Among them, we list the following:
-Delivery of Historical Heritage assets in payment of personal income tax.
-Dation in payment of the habitual residence.
-Equity gains from the transfer of certain properties.
-Exemption for shares or participations of newly or recently created entities acquired before September 29, 2013.
-Income obtained by the debtor in bankruptcy proceedings.
-Aid to offset the costs in buildings affected by the release of the digital dividend.
-Earnings exempt from reinvestment in habitual residence.
Earnings or income from work abroad
We want to make special mention of income from work abroad.
In these cases, those income obtained from work income received as a result of work actually carried out abroad for a company or entity not resident in Spain, or a permanent establishment located abroad, are considered exempt.
For this exemption to apply, the following are required:
– That in the country where the work was carried out there is a tax of an identical or analogous nature to the Spanish personal income tax
– That the territory or country has not been classified as a tax haven
– Proof that there has been a «real» displacement
– That the beneficiary of the works is a non-resident entity or permanent establishment in Spain. The maximum limit of the exemption will be € 60,100 per year.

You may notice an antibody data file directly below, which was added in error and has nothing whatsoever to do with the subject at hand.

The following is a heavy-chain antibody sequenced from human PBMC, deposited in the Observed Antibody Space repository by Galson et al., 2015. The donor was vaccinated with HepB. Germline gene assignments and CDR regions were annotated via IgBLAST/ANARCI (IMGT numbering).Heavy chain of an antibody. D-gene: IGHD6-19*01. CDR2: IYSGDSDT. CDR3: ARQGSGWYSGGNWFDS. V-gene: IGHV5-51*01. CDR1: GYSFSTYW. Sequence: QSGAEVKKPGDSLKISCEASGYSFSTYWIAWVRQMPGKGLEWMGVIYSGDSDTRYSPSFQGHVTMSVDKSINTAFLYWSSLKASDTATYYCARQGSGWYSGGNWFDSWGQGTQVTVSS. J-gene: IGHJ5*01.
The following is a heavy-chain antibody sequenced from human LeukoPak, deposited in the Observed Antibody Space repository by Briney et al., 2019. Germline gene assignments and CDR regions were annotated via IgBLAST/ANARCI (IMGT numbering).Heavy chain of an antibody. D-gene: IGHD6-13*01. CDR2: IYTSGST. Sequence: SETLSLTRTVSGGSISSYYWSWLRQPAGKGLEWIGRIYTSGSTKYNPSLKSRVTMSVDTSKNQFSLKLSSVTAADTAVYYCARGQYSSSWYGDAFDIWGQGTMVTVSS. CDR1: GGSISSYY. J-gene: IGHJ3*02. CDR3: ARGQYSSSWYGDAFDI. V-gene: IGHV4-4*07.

4.- TAX BASE
The taxable base of the tax will be those income from:
– Income: Salaries, capital income, activities, and allowances, pensions, payments in kind, etc.
– Income from Capital Gains, and imputed income.
To begin with, income must be classified and quantified according to its origin, thus distinguishing between income from income, income from capital gains and losses, and imputed income.
5.- DEDUCTIBLE EXPENSES
The following concepts can be deduced:
- Contributions to Social Security or to mandatory general mutual societies for civil servants.
- Withdrawals for passive rights (employee contributions for their retirement).
- Contributions to orphan or similar schools.
- Fees paid to unions
- Mandatory contributions to Professional Associations for the mandatory fee with a limit of 500 euros per year.
- Legal defense expenses for litigation by the taxpayer against the person from whom he receives the income up to 300.00 euros / year.